He achieved national recognition following his debut at the Playboy Club in
Chicago in 1961. The one-nighter turned into a six-week stint that earned him a
profile in Time magazine and a television appearance on the Tonight Show of the
time, The Jack Paar Show. In his numerous succeeding television, nightclub, and
concert routines, he targeted poverty, segregation, and racial discrimination.
He gained fame as a comedian for his satirical views on American racial
attitudes. In addition, Gregory wrote several books of racial humor, the first
being From the Back of the Bus (1962). Gregory shocked the country by titling
his second book, an autobiography, NIGGER! (1964). He described his humble
beginnings, and the racism he experienced at Southern Illinois University in
During his presidential campaign, he also wrote Write Me In (1968). There was
also No More Lies: The Myth and the Reality of American History (1971). Active
in the Civil Rights Movement, Gregory was arrested for Civil Disorder during a
1963 civil rights demonstration in Birmingham, Alabama. He was also an
outspoken critic of American involvement in the Vietnam War. In 1968, he
believed that the Federal Bureau of Investigation played a role in the
assassination of civil rights leader Martin Luther King, Jr. Gregory’s personal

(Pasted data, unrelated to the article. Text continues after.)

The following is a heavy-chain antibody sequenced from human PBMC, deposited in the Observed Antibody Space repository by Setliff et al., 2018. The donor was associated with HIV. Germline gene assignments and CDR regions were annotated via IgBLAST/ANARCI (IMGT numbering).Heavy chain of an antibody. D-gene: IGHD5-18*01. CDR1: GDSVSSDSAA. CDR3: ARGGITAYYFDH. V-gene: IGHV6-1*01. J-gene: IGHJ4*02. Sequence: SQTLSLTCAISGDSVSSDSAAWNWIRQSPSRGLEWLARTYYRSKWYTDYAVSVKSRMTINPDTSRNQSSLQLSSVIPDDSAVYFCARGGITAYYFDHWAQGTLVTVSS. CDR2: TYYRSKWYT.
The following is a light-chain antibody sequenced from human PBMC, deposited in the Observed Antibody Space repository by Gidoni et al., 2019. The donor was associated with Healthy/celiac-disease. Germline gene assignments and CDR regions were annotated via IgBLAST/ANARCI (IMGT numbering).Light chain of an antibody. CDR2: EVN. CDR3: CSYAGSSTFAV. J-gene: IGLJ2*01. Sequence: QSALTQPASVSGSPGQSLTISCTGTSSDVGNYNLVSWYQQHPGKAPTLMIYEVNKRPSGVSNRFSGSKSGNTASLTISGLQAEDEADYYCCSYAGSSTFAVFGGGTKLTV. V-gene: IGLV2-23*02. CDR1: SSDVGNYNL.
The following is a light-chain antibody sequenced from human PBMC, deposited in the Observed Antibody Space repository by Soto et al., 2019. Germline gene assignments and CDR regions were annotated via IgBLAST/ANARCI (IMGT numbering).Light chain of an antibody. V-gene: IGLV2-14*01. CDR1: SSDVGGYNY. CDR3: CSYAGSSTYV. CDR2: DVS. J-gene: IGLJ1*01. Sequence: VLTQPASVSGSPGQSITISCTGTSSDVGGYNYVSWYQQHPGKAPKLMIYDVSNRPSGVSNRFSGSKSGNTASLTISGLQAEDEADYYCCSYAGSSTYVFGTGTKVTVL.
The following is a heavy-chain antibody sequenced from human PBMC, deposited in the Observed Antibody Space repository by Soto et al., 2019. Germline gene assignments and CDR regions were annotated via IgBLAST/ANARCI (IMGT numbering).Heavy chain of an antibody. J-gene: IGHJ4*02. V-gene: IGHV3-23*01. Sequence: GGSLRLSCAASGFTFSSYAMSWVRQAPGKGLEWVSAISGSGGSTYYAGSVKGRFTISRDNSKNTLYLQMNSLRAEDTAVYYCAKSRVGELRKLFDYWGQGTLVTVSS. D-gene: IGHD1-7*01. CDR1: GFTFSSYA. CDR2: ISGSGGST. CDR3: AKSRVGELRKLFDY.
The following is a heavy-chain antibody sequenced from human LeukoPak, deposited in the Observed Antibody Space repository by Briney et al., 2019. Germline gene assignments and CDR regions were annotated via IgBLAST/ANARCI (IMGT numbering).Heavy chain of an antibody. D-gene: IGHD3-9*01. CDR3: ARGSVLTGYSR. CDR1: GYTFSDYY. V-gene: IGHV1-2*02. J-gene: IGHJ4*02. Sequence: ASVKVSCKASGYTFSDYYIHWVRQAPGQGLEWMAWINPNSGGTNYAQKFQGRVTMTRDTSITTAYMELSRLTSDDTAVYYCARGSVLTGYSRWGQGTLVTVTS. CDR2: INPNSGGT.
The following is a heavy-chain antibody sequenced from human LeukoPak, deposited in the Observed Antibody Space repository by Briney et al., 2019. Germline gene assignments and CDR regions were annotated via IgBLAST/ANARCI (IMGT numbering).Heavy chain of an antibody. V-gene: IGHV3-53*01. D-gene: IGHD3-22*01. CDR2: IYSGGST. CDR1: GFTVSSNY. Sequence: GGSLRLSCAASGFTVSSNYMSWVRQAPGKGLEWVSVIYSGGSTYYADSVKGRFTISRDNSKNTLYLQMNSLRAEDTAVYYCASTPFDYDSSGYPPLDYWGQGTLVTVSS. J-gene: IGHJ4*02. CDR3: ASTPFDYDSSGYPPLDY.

study into the matter resulted in his book Code Name Zorro (1978). A
congressional investigation disagreed with his theory.
In the early 1970s Gregory abandoned comedy to focus on his political
interests, this widened from race relations to include such issues as violence,
world hunger, capital punishment, drug abuse, and poor health care. He
generated particular attention for his more than a hundred hunger fasts. At
this time he became a vegetarian, a marathon runner, and an expert on
nutrition. In the 1980’s, he began a soon successful business venture with his
nutritional product, the “Bahamian Diet,” around which he built Dick Gregory
Health Enterprises, Inc. Through his company, he targeted the lower life
expectancy of Black Americans, which he attributed to poor nutrition and drug
and alcohol abuse. Dick Gregory seems to never be finished he won’t quit — he
just won’t go home. His wife, Lil, has been putting up with it for 41 years
now. Just like their 10 children.
Now, Gregory is fighting cancer. Southern Illinois University inducted him into
its Athletic Hall of Fame recently. Then there was a tribute to Gregory by his friends
and supporters in the nation’s capital on October 9, 2000 at the Kennedy
Center, hosted by the National Council of Negro Women showing him their
“appreciation for his uncommon character, unconditional love, and generous
At a Civil Rights rally marking the 40th anniversary of the Voting Rights Act,
Gregory called the United States, “the most dishonest, ungodly, nonspirituals
nation that ever existed in the history of the planet. As we talk now, America
is 5 percent of the world’s population and consumes 96 percent of the world’s